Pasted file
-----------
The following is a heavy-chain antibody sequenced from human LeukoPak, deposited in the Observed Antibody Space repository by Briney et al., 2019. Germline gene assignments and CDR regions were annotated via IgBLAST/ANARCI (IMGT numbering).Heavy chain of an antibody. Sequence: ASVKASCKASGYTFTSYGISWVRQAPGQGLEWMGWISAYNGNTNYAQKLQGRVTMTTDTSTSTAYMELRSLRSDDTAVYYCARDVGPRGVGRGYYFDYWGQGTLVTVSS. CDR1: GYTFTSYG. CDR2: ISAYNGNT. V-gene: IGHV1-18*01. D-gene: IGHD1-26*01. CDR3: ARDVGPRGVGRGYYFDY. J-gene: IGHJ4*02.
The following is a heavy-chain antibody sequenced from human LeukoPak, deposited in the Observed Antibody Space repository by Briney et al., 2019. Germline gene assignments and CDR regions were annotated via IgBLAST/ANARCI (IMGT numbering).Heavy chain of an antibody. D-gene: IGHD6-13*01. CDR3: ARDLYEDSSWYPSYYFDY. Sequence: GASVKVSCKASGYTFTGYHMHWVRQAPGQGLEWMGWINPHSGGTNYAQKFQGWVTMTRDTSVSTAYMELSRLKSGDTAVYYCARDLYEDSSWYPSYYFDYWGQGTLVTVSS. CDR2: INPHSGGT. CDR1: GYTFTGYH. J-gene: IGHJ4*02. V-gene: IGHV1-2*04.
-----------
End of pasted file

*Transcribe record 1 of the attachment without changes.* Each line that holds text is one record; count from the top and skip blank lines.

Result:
The following is a heavy-chain antibody sequenced from human LeukoPak, deposited in the Observed Antibody Space repository by Briney et al., 2019. Germline gene assignments and CDR regions were annotated via IgBLAST/ANARCI (IMGT numbering).Heavy chain of an antibody. Sequence: ASVKASCKASGYTFTSYGISWVRQAPGQGLEWMGWISAYNGNTNYAQKLQGRVTMTTDTSTSTAYMELRSLRSDDTAVYYCARDVGPRGVGRGYYFDYWGQGTLVTVSS. CDR1: GYTFTSYG. CDR2: ISAYNGNT. V-gene: IGHV1-18*01. D-gene: IGHD1-26*01. CDR3: ARDVGPRGVGRGYYFDY. J-gene: IGHJ4*02.